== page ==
Does word count really matter

This post stemmed from a conversation over on the Editor Chat page, and since it is a question we’re emailed several times a week, I figured it would probably be a good idea to post it here.

The question was whether to use Microsoft Word’s word count tool, or to use the manual page x 250 formula.

…He gave a rule of thumb for newbies on word count as somewhere around 80,000 words for a first book, but he reccomended against using the program “Word’s” auto- count function saying it was wildly accurate. Instead he recommended calculating the word count using a formula…

In my opinion, both methods are not foolproof. Word picks up on items that aren’t really words, many times giving you a larger word count than the manuscript really is, but overall it’s fairly accurate.

The other method–multiplying the total number of pages by 250 (not 225 like the agent advised) is also inaccurate as far as word count because of the way text is laid out on the page.

For example, when it comes to dialogue, many times you will have several lines of only a few words each in an exchange that can last three to ten lines. This would skew the word count with the manual count because while the sentence “Are you serious?” is only three words, it takes up an entire line on the page, as opposed to a tight sentence of description. Both take up one line on the page, but their word count is very different.

Here, take a look.

Example 1:
“Are you serious?”
Max nodded. “Yup.”
“I can’t believe it.”
“Well you better, I heard it myself.”

Example 2:
The moon hung low in the dark sky, the waters of the black lake calm and silent.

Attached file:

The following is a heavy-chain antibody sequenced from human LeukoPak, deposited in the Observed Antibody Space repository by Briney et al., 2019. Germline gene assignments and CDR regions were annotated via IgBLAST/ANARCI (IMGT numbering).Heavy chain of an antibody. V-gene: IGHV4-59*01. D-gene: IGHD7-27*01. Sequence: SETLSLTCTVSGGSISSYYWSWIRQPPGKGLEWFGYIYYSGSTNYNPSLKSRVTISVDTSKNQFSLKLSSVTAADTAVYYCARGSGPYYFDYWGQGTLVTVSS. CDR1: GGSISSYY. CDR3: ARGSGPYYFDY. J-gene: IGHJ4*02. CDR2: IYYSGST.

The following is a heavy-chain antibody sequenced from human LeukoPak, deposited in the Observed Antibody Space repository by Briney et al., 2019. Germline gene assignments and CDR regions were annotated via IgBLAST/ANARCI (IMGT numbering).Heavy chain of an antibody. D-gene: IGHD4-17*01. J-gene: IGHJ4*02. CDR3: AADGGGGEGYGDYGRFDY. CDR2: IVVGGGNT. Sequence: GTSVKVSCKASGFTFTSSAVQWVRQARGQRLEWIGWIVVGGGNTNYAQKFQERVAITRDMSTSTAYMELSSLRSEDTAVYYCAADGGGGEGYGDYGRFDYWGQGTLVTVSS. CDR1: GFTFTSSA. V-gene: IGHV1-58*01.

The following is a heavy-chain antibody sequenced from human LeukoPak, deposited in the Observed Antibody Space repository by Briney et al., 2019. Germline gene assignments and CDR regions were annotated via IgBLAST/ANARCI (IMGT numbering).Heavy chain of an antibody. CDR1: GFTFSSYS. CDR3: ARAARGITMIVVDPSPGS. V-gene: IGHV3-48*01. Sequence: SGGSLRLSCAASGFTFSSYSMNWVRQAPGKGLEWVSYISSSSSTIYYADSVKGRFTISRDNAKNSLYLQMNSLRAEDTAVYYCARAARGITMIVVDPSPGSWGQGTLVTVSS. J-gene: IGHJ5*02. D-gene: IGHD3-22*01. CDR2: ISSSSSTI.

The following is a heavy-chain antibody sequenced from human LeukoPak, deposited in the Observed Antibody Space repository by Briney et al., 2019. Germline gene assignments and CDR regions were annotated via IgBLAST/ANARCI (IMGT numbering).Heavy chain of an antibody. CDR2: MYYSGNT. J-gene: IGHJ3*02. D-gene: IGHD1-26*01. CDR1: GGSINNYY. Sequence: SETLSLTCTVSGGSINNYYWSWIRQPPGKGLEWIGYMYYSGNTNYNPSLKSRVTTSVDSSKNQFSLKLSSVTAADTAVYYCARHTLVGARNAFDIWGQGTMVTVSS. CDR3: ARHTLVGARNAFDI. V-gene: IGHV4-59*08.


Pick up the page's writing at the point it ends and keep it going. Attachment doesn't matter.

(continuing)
See the difference in space that is taken up? Yet both examples are 17 words each. Same word count, but it will change the number of pages in a finished book if it keeps up those patterns.

So honestly, you can use either method. In my opinion, the exact word count doesn’t matter when a book first comes to us. Granted, we want an estimate so we know whether it’s a novella or a freaking epic that should be cut into four volumes, but that’s about as far as it goes. Especially, since no manuscript comes through our edit-happy fingers without going through some tweaking and multiple rewrites, the original word count doesn’t really apply anyway.

Once a book is edited and goes into production, word count doesn’t matter. The layout guys don’t really give a damn whether there is 84,209 or 91,659 words, they’re just going to make it look nice on the page.

Now, don’t get me wrong, exact word count is not important, but a rough estimate is. Like I said, there is a difference between a novella and a short story, just as there is a difference between a novella and a novel (and a novel and a manuscript that would eat up a redwood… ) and we do need to know what type of book we are looking at. A rough word count gives us an automatic general idea on how long the book will be, page count wise, in the finished product in multiple sizes (trade, paper, hard), which is something we do take into consideration. If you’re only talking a few thousand words, it’s not going to make much of a difference to us, just as long as you still stay in the “novel” versus “novella” categories, as we don’t even consider novella length pieces (sorry if I sound contradictory, but there is a difference between the two, and a very big difference in regards to publishing ).

So in all honesty, I wouldn’t worry about it too much. If it makes you feel better, when submitting you may include both word counts on your cover letter so that the editor can go by whichever he or she feels most comfortable using.

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One Response

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